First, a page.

Branstetter again denied reduced bond


On Tuesday, April 6, Grand County Court Judge Nicholas Catanzarite once again denied a reduction in bond for Stephen “Rusty” Branstetter, who is currently being held in Grand County Jail on two separate bonds, a $20,000 bond for a felony menacing charge and a $500,000 bond for a case involving six attempted murder charges.

A Grand County native, Branstetter has been in the jail since being taken into custody on December 1, following a nearly 24-hour standoff with Grand County Sheriff’s deputies, the GC Emergency Response Team, Fraser-Winter Park Police, Granby Police, Grand County EMS, and the Jefferson County SWAT team and during which at least two gunshots were allegedly fired by the defendant.

He also faces a felony charge of alluding police and numerous misdemeanor cases for various traffic infractions and a single allegation of possession of a controlled substance.

Branstetter has repeatedly expressed his desire to move ahead quickly with anytrial, even though he had several changes in legal representation, initially being appointed a public defender, then representing himself, and then being advised and/or represented briefly by a private attorney, Jacob Eppler, who requested to be withdrawn from the cases in February.

Though resistant to being represented by the Public Defender’s Office, in whom he has indicated a certain level of distrust, Branstetter appeared on Tuesday with Attorney Chad Oxley, an alternative defense attorney contracted through the State.

A representative of the Court explained that alternate defense is regularly appointed when there is a conflict of interest or other matter that would render the Public Defender’s Office unable to represent an individual who otherwise qualified for their services.

Oxley offered a well-formed argument for permitting a reduction in bond with whatever conditions were desired by the Court. He asked that any combined bond not exceed $20,000 and indicated that Branstetter was working with a social worker who was helping him connect to ongoing services.

Oxley noted that the “genesis” of the more serious allegations seemed to be traced back to November 2018 when Branstetter lost custody of his son, of whom he had had primary custody for years. “Things just started spiraling out of control.”

But he continued, stating, “Mr. Branstetter appears to have had some sort of an epiphany. He has acknowledged that there were probably some mental health issues at play. He had intake today with Mind Springs. And he is set up for weekly, ongoing mental health treatments through Mind Springs.”

Mind Springs is Grand County’s primary provider of counseling and mental health services, offering subsidized services and a
sliding client pay scale.

Oxley also indicated that Branstetter, who is a master plumber, had an offer of employment waiting that would provide income for several months and that he had strong family support in moving forward along a new path. He indicated Branstetter’s status as a homeowner and business owner who was “on the verge of losing everything” if he remained in jail.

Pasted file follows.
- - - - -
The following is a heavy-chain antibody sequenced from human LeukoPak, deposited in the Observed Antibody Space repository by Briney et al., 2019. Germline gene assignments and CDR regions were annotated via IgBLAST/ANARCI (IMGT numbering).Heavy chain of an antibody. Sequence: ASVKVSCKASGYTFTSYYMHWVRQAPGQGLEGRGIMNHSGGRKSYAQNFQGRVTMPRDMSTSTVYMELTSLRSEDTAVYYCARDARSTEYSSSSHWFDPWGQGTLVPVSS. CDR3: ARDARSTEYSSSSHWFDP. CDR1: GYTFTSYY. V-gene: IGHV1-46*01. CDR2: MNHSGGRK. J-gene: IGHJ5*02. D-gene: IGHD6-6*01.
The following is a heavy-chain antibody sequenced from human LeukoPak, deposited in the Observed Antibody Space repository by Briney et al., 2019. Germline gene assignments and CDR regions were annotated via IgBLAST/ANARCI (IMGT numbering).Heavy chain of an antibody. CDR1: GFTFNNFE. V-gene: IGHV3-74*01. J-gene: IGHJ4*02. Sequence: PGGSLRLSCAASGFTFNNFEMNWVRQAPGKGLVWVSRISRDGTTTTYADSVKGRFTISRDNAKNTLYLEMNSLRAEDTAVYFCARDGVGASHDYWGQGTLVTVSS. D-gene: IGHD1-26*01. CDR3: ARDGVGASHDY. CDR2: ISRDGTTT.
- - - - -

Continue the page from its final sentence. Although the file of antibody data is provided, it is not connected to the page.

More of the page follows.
“I understand the District Attorney’s trepidation in going forward,” Oxley summarized.
“These are serious allegations. But Mr. Branstetter is pleading for help.

“Mr. Karzan [the elected District Attorney] notes that there are not enough resources in the community to provide the services and supervision that he needs. But that is not Mr. Branstetter’s fault. I have used every tool in my toolbox to allow a safety net for Mr. Branstetter, allowing supervision and accountability. (…)

He is taking the onus on himself to make positive change. But he can’t do that while he’s in custody.”

District Attorney Matt Karzan responded, stating, “It feels like all the options available to us are inadequate. And the case really does demonstrate the shortcomings of the system’s resources. I do believe that Mr. B is on what
I would call a good path!”

But Karzan also cited a “history of volatility” shown by the recent cases and concluded, “I just don’t see how it would work without too high a risk that [Branstetter] would encounter a triggering event that would cause him to move off of his current path and would result in more violence. I find myself with no other option than to recommend against the bond reduction.”

Branstetter was offered a chance to speak as well, and he emphasized how much he “loves” his community, especially that of Hot Sulphur Springs.

“I want to focus my attention on regaining control of my life and on my mental health,” Rusty said with a sometimes cracking voice. “I know my mental health would greatly benefit from reconnecting with my child, and I can’t do that in here.

“I want an earned income. I want to seek trauma counseling and be in the beautiful place we live in order to stay on that path that was mentioned. I don’t see how I can stay on that path in this jail. (…) I see a path forward. And I do that outside of this jail.”
Ultimately, Catanzarite denied the request for reduced bail.

“I appreciate Mr. Branstetter’s connection to the community, particularly Hot Sulphur Springs. (…) But I share a lot of the DA’s concerns,” the Judge stated. “These are serious allegations. And there is a lack of services available to monitor Mr. Branstetter. Though it is hard to imagine what services we could provide that would ensure community safety. The risk is too great.”

Preliminary hearings were set for the felony cases for which the bonds are in place. The felony menacing charge will
be taken up at 4:00 pm on May 3, and the attempted murder charges will be preliminarily addressed at 4:00 pm on May 11.